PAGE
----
ROCHESTER — The city’s chamber of commerce announced a new mission and a revamped moniker at a press conference Wednesday afternoon.
The nonprofit organization formerly known as the Rochester and Lake Manitou Chamber of Commerce will now be called the Fulton County Chamber of Commerce.
One of the main changes that will take place in the next year is the development of a certified Main Street program in Rochester.
Abby Warpenburg, chamber board president, said downtown business activity and visual appeal is vital for economic development efforts as potential new businesses look at the area.
Having a formal Main Street program also qualifies the community for state grants.
Another recent change was the addition of Diane Spore as chamber executive director. Spore is the first full-time chamber director in more than 25 years.
The decision to reassess the chamber began in May 2013 when consultant Amy Beechy helped lead the process of surveying members and getting their input.
Survey results showed that members wanted to be recognized more as well as see an increase in opportunities for networking, education and better community events.
Chamber representatives reached out to neighboring chambers in Logansport, Peru and Wabash to see what was working as well as consulting the state Chamber Executives Association.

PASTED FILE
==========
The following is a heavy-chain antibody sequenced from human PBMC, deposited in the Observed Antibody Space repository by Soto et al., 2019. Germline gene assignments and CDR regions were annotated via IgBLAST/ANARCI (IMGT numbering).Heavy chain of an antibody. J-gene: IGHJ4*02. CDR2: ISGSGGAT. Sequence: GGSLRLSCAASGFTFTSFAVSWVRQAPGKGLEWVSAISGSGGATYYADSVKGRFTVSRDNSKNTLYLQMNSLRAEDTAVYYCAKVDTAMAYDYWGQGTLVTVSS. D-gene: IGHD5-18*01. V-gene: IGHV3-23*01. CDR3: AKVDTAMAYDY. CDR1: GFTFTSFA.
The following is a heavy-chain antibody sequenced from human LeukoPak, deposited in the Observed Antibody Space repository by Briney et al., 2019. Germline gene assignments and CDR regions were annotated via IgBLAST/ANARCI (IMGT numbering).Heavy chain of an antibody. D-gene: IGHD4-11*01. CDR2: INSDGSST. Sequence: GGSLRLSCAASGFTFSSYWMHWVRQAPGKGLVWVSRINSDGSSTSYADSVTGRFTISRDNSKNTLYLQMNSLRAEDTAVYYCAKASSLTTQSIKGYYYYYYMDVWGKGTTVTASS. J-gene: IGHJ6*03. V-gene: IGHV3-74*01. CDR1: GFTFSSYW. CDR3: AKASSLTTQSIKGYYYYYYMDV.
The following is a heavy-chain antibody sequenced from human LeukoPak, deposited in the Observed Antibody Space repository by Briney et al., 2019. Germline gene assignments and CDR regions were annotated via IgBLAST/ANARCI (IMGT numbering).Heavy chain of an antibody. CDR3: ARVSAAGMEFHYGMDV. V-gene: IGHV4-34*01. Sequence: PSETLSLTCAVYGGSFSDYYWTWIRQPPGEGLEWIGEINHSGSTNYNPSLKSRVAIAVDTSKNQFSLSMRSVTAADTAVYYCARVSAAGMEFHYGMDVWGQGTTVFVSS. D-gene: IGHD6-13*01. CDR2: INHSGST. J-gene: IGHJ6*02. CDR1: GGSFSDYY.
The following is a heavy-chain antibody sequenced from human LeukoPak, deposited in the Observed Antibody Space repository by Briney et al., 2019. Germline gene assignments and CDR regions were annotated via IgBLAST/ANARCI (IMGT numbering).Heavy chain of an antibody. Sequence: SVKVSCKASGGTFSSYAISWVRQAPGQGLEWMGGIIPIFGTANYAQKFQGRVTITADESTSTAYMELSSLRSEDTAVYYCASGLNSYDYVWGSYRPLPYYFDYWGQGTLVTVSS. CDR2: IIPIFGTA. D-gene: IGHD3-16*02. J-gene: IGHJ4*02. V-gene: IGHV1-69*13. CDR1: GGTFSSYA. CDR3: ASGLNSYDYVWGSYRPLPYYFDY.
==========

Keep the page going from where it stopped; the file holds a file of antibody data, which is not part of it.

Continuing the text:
The result? A decision to focus on reorganization and tweak the chamber’s image. Changing the name of the chamber was meant to make the organization more inclusive of outlying communities, Warpenburg said.
“If we’re really here to support and promote our members, there should be the opportunities for them to share and network together countywide,” Warpenburg said.
The mission statement has changed and mentions fostering economic development and building community strength within Fulton County through partnerships and engagement with members.
A concern with changing the name to reflect its identity as a countywide organization was the fact Akron has their own chamber, but after meeting with the Akron chamber it was clear they were supportive, Warpenburg said.